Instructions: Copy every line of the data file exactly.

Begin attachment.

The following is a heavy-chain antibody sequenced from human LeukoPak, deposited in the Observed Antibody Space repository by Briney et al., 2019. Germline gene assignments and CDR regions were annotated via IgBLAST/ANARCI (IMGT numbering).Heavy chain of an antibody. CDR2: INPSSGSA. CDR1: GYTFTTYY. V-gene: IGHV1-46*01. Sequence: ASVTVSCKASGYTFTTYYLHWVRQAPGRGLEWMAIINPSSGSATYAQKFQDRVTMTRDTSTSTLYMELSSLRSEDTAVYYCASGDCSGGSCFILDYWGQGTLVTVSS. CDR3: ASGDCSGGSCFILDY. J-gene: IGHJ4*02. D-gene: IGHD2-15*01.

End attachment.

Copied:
The following is a heavy-chain antibody sequenced from human LeukoPak, deposited in the Observed Antibody Space repository by Briney et al., 2019. Germline gene assignments and CDR regions were annotated via IgBLAST/ANARCI (IMGT numbering).Heavy chain of an antibody. CDR2: INPSSGSA. CDR1: GYTFTTYY. V-gene: IGHV1-46*01. Sequence: ASVTVSCKASGYTFTTYYLHWVRQAPGRGLEWMAIINPSSGSATYAQKFQDRVTMTRDTSTSTLYMELSSLRSEDTAVYYCASGDCSGGSCFILDYWGQGTLVTVSS. CDR3: ASGDCSGGSCFILDY. J-gene: IGHJ4*02. D-gene: IGHD2-15*01.